So – what about the BLOGGERS? They have business cards! They’re semi-professional writers really and some even derive some income from their writing. These folk are one small step away from being journalists – or beer marketing professionals of some sort. Some have a huge passion for beer, and others seem to have more of a passion for self-promotion at times (important if they hope to make some income from their passion for beer). I’m not sure that this great fun vibrant beer conference served these power-bloggers as well as it might have. Though I doubt they’d complain given the constant stream of beer and food.
Outside of the truly great schedule – stupendous value for the £95 ticket price – the highlight for me was putting faces (and whole bodies) to many faceless Twitter-handles I interact with regularly. Twitter is a big part of the coming-together of the UK beer scene, I may not be a Blogger but I vomit forth tweets incessantly. Not promoting, rarely trying to “drive traffic”, mainly just because it is a fun community – but also, as a beer fest organiser, a finger on the pulse of what’s up in the beer world so I can get some great beers.
It was an excellent weekend – intense – and I could go on forever about it. The beers! (Toccalmatto! Wow!) People! Beer Stars! EDINBURGH! I fell in love with the city when I first visited a few years ago and with the weekend’s weather and beers it is now etched into my mind as paradise. Edinburgh’s craft beer and pub scene! I put it to you that it is a better craft beer capital than London – by a clear margin. I’m sure I can fit in a few more exclamation marks here… How about: The Hanging Bat! Chris Mair is one of my personal UK beer heroes – not in a creepy, stalky way I swear.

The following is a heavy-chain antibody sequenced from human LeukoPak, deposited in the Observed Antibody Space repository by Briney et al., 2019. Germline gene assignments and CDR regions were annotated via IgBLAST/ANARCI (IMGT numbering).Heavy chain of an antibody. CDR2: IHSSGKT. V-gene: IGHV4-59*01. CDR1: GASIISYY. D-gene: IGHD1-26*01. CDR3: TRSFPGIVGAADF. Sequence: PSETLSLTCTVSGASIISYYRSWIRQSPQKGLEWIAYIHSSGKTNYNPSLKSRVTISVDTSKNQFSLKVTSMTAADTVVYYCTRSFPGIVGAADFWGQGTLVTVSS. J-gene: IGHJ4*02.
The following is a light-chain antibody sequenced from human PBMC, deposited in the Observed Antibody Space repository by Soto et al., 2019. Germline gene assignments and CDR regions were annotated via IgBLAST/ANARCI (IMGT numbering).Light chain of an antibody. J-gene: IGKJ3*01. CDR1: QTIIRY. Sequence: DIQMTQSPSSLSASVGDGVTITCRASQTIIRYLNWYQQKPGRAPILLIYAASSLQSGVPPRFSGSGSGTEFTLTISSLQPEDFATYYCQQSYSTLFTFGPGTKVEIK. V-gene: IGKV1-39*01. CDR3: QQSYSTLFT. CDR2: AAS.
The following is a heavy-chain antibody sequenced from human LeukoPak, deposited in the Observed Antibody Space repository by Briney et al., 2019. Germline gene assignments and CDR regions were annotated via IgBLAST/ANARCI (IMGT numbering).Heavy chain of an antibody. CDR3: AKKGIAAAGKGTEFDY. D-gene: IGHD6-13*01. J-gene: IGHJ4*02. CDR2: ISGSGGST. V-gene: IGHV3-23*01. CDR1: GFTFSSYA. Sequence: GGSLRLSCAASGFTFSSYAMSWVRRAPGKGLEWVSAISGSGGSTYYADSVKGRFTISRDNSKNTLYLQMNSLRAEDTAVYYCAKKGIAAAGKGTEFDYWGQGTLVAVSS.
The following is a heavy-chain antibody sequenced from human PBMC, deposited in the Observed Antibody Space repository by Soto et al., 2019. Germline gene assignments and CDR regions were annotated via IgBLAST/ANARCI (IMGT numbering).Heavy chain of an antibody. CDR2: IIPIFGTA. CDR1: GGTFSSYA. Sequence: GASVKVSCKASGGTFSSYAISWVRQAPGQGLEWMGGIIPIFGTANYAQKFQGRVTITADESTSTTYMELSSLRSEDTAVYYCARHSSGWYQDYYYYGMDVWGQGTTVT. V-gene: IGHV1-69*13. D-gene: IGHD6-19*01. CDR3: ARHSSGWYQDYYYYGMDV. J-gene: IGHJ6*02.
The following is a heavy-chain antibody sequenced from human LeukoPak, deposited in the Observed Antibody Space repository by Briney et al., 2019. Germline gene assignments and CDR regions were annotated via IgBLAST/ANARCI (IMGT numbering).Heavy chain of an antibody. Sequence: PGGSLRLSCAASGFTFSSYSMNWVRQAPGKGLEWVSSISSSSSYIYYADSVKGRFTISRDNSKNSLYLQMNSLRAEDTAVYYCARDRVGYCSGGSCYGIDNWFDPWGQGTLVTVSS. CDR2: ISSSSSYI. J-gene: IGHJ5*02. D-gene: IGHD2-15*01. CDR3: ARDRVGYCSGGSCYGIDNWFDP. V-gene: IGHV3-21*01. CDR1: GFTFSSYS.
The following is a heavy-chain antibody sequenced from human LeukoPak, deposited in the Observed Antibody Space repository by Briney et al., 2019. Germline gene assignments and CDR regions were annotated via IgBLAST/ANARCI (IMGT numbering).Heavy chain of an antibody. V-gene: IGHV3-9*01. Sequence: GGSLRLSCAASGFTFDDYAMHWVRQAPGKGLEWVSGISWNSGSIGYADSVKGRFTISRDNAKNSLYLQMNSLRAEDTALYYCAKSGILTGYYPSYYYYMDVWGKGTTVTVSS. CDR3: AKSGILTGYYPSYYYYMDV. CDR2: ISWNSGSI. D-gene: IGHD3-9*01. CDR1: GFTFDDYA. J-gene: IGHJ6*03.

#EBBC14? I’ll give it serious consideration – and whether you are a mere blogger like me, or a serious Beer Blogger, I’d highly recommend you give it a chance as well. Especially for the amazing range of beer available and the brilliant people you will meet. I really hope the return on investment for the sponsors is good enough to keep this ball rolling. (Some of them had a tougher time than others… *ahem* clear glass *ahem*.)
Don’t take my vague word for it though. This was a conference full of bloggers of all varieties and it has been blogged to death. Check out the #EBBC13 hashtag on Twitter for a lot more.
Meanwhile – maybe if I pull the old finger out and write more, start playing with social media as promotional “platforms”, ogling my stats, and whatnot… perhaps I can graduate to being a Beer Blogger. I suspect I’ll have trouble taking it all seriously enough though. :)
An interesting take on things. I was a first timer, just starting out and wannabe blogger. I must say I was surprised at how few of the audience reported that they wanted to make money out of their activities or looked at their stats much. The majority seemed to have a passion for beer, enjoy being an influencer and if some free beer came their way then that was great. Certainly I enjoyed their company and I agree, stupendous value. When I tell my friends that there was a lot of beer drunk they look at me strangely – well what did I expect? Well, not as much as that actually so tremendous thanks to the generosity of the sponsors. What do I want out of it? I’d like to grow a following outside ‘the beer bubble’ and if I can gain some credibility then sure I’d like to make some money in beer with my marketing expertise – I’ll need to with the time this hobby is taking.